Kanto YU4 Review (Page 2 of 4)

Page 2 - Physical Look - Hardware

My first impression of the Kanto YU4 speakers was how beautiful the blue is. It is a more of a teal color, but I could not help myself to exclude the assonance of beautiful blue. I was not even the one to pick the color, as my colleague Aaron Lai chose it, but I am happily surprised to see how nice it looks. It also distinguishes itself from so many speakers that have a classic wood color. Anyway, the speakers also have a gloss finish, which gives a nice shine to the entire product. In most cases, a glossy finish is a fingerprint magnet. This case is the same, but the teal color hides them much better than other colors. The Kanto YU4 come in a variety of colors, and you can also get them with a matte finish if you choose black, white, or gray. Unfortunately, the flashier colors do not come in a matte finish. However, if you like your speakers to look like wood, they do also come in bamboo. The Kanto YU4 are quite big as well, meaning you will have to open up some real estate where you are placing them. The specific dimensions come in at 14 cm in width, 19 cm in depth, and 22 cm in height. They are also a little hefty; the active speaker's weight comes in at 3.2 kg, while the passive speaker comes in at 2.5 kg. Looks, size, and weight are nice and all, but what is even more important are the internals.

The front of both speakers is identical, except for the little knob and LED light found on the right speaker. Right by the LED light, the infrared receiver for the remote control is also found. Enclosed in the blue cabinets are 4'' Kevlar drivers and 1'' silk dome tweeters. Together, they have a rated frequency response of 60 Hz to 20 kHz. The total harmonic distortion is rated at < 0.25%, while the crossover frequency is rated at 2.0 kHz. The rated impedance comes in at 4 ohm. The Kanto YU4 speakers are powered speakers, meaning they have an internal amplifier. The YU4 in particular has a Class D amplifier. We will see how all of these technical specifications come together for a real world test on the next page.

The Kanto YU4 speakers are a bit more business in the back, party in the front type of deal instead of the usual saying, haha. This is common over all speakers though. The Kanto YU4 has a lot of different connections in the back to make them easy to use and compatible across a wide range. The right speaker in the above picture is where all the fun occurs, while the left speaker only has the connections it needs to connect the two speakers. Starting at the top left is the RCA/LA connection; it is especially easy to connect a turntable with an integrated phono preamp. There is also a switch to change between phono and line input. Below this input is the common AUX connection, which is a typical 3.5 mm jack. On the right side, there are two optical cable inputs. You can also connect wirelessly via Bluetooth powered by Qualcomm aptX. As for outputs, there is a subwoofer and 5V USB charger connection. At the bottom is the connection for the integrated power supply, with a rocker style switch to easily turn the speakers on or off.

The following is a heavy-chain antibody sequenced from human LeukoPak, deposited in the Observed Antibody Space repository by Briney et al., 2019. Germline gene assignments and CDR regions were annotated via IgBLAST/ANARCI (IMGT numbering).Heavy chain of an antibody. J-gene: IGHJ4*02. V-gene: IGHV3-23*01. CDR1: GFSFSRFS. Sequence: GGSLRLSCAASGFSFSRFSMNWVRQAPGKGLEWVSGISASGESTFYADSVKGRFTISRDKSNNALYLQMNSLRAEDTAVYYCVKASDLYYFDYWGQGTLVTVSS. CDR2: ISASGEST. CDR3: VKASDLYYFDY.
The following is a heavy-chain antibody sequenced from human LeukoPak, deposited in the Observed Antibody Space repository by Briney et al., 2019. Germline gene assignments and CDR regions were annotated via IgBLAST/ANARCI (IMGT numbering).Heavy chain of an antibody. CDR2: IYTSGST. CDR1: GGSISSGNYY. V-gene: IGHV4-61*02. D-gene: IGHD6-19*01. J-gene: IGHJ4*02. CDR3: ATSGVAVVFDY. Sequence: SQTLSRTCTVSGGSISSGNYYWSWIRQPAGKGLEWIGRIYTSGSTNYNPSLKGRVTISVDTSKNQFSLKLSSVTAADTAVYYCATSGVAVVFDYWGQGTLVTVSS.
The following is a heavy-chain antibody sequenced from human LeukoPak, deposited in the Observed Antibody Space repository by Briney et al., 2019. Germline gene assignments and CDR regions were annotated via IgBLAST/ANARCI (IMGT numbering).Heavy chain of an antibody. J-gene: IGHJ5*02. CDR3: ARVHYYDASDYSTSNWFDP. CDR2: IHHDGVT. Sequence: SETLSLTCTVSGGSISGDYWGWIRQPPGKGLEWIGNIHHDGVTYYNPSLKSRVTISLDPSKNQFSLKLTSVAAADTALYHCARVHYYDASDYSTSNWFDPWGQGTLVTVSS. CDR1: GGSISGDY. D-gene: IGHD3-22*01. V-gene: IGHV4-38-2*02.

The Kanto YU4 speakers are also user-friendly. The front knob, which can be seen in the top picture of this page, can be used exclusively with only some caveats. Obviously, turning the knob controls the volume, but pressing the knob cycles through the different inputs, while holding it in turns standby mode either on or off. For an experience not requiring the knob to be pressed ten times because you accidentally cycled past your desired input, the remote control can be used. The remote is decent size, and has all the different functions clearly laid out on the front. The remote can be used to control the balance and tone, volume, input, and playback options when using Bluetooth. The Kanto YU4 speakers will also automatically go into standby mode to conserve power when not in use. One of the caveats of using the knob exclusively is you are unable to change the balance. Moving on, there are small pads included in the packaging which can be stuck to the bottom of the speakers to prevent the speakers from damaging the surface they are on, and to prevent the speakers from being damaged if they are on a rough surface. The little hole in the middle is used to mount the speakers on a stand if so desired. The mounting hole is for 1/4'', 20 threads per inch stubs. Enough of all the features though, let us see how they perform on the next page!

Page Index
1. Introduction, Packaging, Specifications
2. A Closer Look - Hardware
3. Subjective Audio Analysis
4. Conclusion